Ms. Presley’s practice is focused exclusive on the representation of employers in employment related litigation before administrative agencies and courts on both the state and federal levels. Ms. Presley dedicates a significant portion of her practice to proactively counseling employers with respect to litigation prevention and overall compliance with state, federal, and administrative laws and regulations. These include reviewing and revising employee manuals and policies, reviewing and counseling management regarding termination decisions (including large scale layoffs), and performing complex human resource audits. In addition, she is experienced in drafting various employment agreements including non-competes and severance agreements.

(412) 232-0404
Paul Patten, Employment, Management, Attorney, Jackson Lewis Law Firm
Principal

Paul Patten is a Principal in the Chicago, Illinois, office of Jackson Lewis P.C. He represents management in employment cases in federal and state courts and before administrative agencies.

Mr. Patten’s practice focuses primarily on employment litigation and counseling. He represents employers in federal and state individual and class-based lawsuits covering a wide range of statutes and subjects, including federal and state anti-discrimination and wage and hour laws.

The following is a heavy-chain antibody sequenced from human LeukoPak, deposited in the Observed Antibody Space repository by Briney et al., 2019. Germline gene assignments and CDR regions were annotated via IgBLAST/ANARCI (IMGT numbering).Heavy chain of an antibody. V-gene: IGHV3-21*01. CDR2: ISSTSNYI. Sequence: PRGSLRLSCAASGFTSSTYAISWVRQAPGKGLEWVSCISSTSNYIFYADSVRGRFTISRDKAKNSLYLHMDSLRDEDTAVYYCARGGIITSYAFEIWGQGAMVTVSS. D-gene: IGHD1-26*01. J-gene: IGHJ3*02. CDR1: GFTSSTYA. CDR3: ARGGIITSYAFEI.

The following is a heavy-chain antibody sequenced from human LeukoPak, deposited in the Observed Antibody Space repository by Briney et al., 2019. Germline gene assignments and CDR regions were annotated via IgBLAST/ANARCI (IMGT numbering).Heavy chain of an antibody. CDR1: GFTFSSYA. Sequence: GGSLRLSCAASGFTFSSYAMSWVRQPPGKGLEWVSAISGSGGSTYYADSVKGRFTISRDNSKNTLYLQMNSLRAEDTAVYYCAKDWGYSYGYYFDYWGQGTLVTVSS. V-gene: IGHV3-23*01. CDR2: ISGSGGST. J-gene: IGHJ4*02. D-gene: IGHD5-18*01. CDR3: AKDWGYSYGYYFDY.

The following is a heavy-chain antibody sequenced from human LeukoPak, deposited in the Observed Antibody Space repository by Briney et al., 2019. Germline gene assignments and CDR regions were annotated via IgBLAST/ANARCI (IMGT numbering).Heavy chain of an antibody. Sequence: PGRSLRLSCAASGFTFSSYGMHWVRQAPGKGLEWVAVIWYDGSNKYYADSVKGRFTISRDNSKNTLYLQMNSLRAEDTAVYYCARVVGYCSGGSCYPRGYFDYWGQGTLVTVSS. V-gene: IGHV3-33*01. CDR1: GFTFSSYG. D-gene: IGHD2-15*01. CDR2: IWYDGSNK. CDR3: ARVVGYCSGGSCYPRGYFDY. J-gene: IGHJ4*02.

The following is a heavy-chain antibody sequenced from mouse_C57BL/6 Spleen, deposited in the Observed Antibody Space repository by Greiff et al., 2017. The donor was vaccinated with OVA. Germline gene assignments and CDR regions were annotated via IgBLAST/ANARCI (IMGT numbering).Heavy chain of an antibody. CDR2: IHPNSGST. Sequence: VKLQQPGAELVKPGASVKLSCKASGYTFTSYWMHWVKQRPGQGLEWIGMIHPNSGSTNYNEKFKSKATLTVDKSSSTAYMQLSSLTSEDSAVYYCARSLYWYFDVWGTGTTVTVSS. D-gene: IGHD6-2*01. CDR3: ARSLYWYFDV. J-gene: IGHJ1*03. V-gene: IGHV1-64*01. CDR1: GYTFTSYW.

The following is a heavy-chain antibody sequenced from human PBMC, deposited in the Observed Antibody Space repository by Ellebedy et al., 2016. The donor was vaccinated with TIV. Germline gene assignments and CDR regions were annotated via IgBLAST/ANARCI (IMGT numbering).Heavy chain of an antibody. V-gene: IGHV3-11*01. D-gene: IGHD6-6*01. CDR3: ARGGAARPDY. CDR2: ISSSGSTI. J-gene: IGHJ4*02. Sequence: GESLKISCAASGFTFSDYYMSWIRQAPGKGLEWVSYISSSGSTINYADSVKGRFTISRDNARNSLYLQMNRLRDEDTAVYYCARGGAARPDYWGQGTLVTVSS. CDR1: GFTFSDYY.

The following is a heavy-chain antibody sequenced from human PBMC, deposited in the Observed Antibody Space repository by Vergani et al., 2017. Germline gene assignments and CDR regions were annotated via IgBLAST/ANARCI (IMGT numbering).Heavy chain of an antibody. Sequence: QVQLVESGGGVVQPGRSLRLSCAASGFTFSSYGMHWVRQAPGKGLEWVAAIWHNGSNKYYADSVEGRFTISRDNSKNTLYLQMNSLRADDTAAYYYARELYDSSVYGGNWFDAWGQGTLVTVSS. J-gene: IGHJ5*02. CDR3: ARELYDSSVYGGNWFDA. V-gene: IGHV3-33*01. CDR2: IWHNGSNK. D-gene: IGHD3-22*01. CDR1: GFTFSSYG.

312-803-2570
Michelle E. Phillips, Jackson Lewis Law Firm, Labor Employment Attorney
Principal

Michelle E. Phillips is a Principal in the White Plains, New York, office of Jackson Lewis P.C. She handles various types of employment litigation, with an emphasis on sexual harassment matters.

Ms. Phillips also counsels clients on a variety of labor and employment matters concerning federal and state employment laws. She frequently conducts and advises clients on internal investigations and leads employment discrimination and sexual harassment seminars and in-house diversity training programs for clients.

914-328-0404
Associate

Mariah H. McGrogan is an Associate in the Pittsburgh, Pennsylvania, office of Jackson Lewis P.C. Her practice focuses on representing employers in labor and employment-related litigation, in federal and state courts in both Pennsylvania and West Virginia. 

Ms. McGrogan also has experience counseling educational institutions on issues related to Title IX, the Americans with Disabilities Act, the Clery Act and the Campus SAVE Act.

Before joining Jackson Lewis, Ms. McGrogan was an associate...

412-338-5187